VIFF ’20: 10 questions with Jennifer Abbott

The DGC Awards nominee discusses her two docs The Magnitude of All Things and The New Corporation: The Unfortunately Necessary Sequel.

jennifer abbott -  credit stasia garawayJennifer Abbott is in a unique position with this year’s Vancouver International Film Festival (VIFF).

The B.C. festival will see the Vancouver filmmaker best known for The Corporation (2003) screen her two latest documentaries: follow-up The New Corporation: The Unfortunately Necessary Sequel (Grant Street Production/Screen Siren Pictures) and the world premiere of her personal The Magnitude of All Things (Cedar Island Films/Flying Eye Productions/NFB).

Here, ahead of her VIFF The New Corporation talk with co-director Joel Bakan (Tuesday, Oct. 6 at 6 p.m. PDT) and Toronto’s virtual Planet in Focus International Environmental Film Festival (Oct. 14 to 16) where The New Corporation will serve as the fest’s opener and Magnitude will screen, the DGC Awards nominee discusses her two projects – touching on the biggest challenges she encountered making Magnitude, revisiting The Corporation and the impact of COVID-19.

Playback: How long have The Magnitude of All Things and The New Corporation: The Unfortunately Necessary Sequel been in the works?

Jennifer Abbott: The idea of The Magnitude of All Things came to me suddenly in the summer of 2014 when I mistook ash falling from a climate-change-related forest fire for snow. Accompanying the ash’s slow descent was a feeling of grief. It was the moment I understood that my next film would explore the emotional and psychological dimensions of the climate crisis. And six years later, here we are…

Joel Bakan, the other director and writer for The New Corporation, started to consider a sequel to our first film at its 10th-anniversary screening. I lagged way behind and at first, didn’t want to make a sequel. For one, I was already in the trenches on Magnitude, but there were many other reasons too, some described below. Eventually I came on board in 2017.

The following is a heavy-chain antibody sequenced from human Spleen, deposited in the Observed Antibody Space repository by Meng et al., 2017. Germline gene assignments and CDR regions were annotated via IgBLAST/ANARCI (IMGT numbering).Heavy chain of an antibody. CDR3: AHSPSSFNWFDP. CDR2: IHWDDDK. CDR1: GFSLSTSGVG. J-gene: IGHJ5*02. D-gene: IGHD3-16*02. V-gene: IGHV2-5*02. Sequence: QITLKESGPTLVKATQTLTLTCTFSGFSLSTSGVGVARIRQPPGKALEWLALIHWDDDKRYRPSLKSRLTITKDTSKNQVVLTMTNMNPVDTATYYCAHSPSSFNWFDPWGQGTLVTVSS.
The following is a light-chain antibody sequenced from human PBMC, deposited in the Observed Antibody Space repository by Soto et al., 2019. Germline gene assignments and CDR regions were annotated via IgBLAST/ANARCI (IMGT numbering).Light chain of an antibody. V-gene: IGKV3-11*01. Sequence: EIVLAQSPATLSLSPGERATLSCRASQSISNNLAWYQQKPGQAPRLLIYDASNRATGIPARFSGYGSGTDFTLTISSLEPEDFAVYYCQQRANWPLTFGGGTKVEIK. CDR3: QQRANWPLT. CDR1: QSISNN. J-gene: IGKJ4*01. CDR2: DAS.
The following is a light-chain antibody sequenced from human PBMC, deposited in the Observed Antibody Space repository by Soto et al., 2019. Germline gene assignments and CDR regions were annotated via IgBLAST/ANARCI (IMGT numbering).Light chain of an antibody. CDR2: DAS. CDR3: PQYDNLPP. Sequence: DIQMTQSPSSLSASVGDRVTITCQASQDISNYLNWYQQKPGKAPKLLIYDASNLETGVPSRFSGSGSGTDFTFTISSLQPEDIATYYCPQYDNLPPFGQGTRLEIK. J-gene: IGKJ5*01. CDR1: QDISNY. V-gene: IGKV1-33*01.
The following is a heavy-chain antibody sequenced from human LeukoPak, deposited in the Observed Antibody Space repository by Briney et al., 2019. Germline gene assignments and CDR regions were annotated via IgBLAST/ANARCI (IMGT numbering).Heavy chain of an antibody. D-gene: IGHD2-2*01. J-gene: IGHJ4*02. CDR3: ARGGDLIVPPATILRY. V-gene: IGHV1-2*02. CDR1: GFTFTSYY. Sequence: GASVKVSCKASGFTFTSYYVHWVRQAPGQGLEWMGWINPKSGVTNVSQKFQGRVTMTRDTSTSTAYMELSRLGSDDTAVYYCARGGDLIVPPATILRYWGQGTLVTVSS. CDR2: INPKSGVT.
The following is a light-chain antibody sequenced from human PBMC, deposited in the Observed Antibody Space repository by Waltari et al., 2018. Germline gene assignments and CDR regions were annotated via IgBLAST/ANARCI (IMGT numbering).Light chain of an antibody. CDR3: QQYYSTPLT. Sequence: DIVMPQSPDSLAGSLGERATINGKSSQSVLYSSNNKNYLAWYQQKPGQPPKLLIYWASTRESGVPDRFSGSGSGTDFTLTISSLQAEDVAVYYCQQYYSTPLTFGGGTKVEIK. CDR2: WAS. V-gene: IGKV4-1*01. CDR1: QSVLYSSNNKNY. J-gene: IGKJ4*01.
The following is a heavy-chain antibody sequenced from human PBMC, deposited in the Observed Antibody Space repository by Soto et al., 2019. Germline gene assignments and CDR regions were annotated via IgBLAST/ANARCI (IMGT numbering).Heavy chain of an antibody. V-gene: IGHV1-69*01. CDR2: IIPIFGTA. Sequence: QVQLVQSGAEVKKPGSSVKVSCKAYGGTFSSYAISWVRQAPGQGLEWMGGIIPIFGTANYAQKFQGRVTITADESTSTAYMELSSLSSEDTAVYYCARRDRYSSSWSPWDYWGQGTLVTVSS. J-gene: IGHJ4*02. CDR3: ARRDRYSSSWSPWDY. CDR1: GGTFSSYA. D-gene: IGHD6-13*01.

PB: And how did you go about pitching The Magnitude of All Things and The New Corporation to funders? 

JA: When I started to raise development funds for Magnitude, few people had heard of ecological grief and, I’ll admit, pitching a film about cancer and climate change was a tough sell. Thankfully, I pitched successfully to Shirley Vercruysse from the National Film Board of Canada (NFB) and a private investor and was able to put a small development budget together. Andrew Williamson and Henrik Meyer of Cedar Island Films came on board a few years later and we succeeded in getting the maximum support from Telus Fund. (At first, they came back to us with the question, “What if we give you half?” We responded, “No, we need it all.” And we got it!) Andrew, Henrik and I pitched successfully to the NFB for production and we also got funding from Telefilm Canada and some other smaller sources. This is a short summary of a long process with many ups and downs!

I give full credit to co-director/writer/executive producer Joel Bakan and producers Trish Dolman and Betsy Carson for fundraising for The New Corporation. They pitched first at Hot Docs 2015, where Super Channel signed on, making it eligible for the POV program at the Canada Media Fund. Later, the three pitched successfully to the Theatrical Documentary Fund at Telefilm Canada.